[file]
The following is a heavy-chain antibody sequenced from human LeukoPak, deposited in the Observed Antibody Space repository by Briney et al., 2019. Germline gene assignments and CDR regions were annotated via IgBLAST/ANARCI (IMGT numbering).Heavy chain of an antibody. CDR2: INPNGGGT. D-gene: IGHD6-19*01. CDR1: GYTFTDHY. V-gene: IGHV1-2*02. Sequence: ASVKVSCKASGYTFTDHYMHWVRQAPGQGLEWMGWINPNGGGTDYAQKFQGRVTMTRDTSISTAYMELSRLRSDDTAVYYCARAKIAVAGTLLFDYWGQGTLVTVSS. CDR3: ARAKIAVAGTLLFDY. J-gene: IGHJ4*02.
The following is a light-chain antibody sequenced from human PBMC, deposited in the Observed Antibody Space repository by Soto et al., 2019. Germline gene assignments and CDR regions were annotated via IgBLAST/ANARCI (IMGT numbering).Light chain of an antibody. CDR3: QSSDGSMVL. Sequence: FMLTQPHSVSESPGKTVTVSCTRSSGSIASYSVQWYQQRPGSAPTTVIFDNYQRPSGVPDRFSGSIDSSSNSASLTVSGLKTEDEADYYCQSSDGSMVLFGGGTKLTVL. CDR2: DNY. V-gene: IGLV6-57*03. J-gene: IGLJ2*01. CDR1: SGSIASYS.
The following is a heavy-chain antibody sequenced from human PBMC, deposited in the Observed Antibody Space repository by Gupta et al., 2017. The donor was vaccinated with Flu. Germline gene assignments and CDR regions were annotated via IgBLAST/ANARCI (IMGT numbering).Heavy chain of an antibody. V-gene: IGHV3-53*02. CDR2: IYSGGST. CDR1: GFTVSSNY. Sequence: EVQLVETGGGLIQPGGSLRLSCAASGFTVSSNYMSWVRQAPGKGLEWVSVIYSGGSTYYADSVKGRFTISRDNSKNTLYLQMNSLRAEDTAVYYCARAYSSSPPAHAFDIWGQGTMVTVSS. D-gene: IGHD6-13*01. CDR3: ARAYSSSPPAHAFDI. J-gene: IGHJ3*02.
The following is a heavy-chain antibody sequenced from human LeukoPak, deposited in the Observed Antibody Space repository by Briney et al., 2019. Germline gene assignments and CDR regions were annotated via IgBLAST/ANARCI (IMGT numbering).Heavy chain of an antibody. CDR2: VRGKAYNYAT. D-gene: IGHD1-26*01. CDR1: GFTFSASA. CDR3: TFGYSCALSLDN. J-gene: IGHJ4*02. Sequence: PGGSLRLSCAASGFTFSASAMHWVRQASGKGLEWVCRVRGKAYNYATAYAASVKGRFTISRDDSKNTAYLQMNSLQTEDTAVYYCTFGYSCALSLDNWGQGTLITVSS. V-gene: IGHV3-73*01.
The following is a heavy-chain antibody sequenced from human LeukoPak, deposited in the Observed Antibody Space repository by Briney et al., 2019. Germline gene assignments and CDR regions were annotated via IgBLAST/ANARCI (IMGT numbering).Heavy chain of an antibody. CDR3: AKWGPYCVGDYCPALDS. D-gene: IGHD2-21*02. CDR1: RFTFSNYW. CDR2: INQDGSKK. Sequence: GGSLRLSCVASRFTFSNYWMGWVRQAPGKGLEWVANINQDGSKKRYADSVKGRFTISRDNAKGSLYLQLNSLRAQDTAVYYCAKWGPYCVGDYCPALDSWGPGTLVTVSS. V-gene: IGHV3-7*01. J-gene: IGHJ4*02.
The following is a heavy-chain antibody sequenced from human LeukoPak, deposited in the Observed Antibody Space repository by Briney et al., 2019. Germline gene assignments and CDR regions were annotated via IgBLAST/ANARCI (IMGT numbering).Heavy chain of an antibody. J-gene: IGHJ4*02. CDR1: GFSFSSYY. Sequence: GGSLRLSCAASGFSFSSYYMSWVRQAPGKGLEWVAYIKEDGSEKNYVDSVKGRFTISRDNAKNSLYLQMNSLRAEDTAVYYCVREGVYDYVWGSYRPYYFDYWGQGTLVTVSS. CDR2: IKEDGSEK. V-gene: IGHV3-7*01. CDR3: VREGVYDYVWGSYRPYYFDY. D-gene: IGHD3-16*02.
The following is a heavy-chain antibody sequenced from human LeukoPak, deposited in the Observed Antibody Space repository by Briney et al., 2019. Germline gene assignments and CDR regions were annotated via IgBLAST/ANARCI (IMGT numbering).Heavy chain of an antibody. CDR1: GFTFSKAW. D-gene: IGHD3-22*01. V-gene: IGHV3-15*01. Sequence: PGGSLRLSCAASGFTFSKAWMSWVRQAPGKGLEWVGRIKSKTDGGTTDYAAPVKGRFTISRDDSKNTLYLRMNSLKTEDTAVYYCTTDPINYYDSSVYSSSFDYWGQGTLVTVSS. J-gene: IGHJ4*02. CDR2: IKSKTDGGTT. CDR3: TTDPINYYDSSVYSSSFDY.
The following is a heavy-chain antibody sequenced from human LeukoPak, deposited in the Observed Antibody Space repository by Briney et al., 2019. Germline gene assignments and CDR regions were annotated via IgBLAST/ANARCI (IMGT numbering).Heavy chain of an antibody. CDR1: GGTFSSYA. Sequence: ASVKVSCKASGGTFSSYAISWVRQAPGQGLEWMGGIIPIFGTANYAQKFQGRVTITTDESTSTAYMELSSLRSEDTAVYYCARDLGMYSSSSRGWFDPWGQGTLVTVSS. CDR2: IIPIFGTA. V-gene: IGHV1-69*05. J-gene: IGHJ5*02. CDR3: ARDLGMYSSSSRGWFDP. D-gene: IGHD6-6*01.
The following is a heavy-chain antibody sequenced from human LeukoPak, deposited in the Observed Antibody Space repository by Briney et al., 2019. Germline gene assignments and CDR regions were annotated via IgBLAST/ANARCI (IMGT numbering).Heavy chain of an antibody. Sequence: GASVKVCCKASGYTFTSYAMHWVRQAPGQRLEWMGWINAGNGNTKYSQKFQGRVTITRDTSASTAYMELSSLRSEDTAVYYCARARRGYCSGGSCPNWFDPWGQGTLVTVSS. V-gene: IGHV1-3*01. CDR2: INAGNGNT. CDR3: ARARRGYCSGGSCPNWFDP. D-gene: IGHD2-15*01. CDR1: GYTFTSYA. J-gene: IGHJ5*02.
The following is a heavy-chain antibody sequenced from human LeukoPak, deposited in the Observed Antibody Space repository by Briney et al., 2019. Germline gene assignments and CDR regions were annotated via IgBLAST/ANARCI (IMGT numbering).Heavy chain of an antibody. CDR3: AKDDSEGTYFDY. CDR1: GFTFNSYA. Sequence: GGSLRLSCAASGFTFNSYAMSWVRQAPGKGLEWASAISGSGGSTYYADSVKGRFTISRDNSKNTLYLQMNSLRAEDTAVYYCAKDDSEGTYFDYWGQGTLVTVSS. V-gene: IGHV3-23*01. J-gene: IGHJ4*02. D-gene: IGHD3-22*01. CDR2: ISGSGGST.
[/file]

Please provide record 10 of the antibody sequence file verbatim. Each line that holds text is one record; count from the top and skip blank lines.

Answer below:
The following is a heavy-chain antibody sequenced from human LeukoPak, deposited in the Observed Antibody Space repository by Briney et al., 2019. Germline gene assignments and CDR regions were annotated via IgBLAST/ANARCI (IMGT numbering).Heavy chain of an antibody. CDR3: AKDDSEGTYFDY. CDR1: GFTFNSYA. Sequence: GGSLRLSCAASGFTFNSYAMSWVRQAPGKGLEWASAISGSGGSTYYADSVKGRFTISRDNSKNTLYLQMNSLRAEDTAVYYCAKDDSEGTYFDYWGQGTLVTVSS. V-gene: IGHV3-23*01. J-gene: IGHJ4*02. D-gene: IGHD3-22*01. CDR2: ISGSGGST.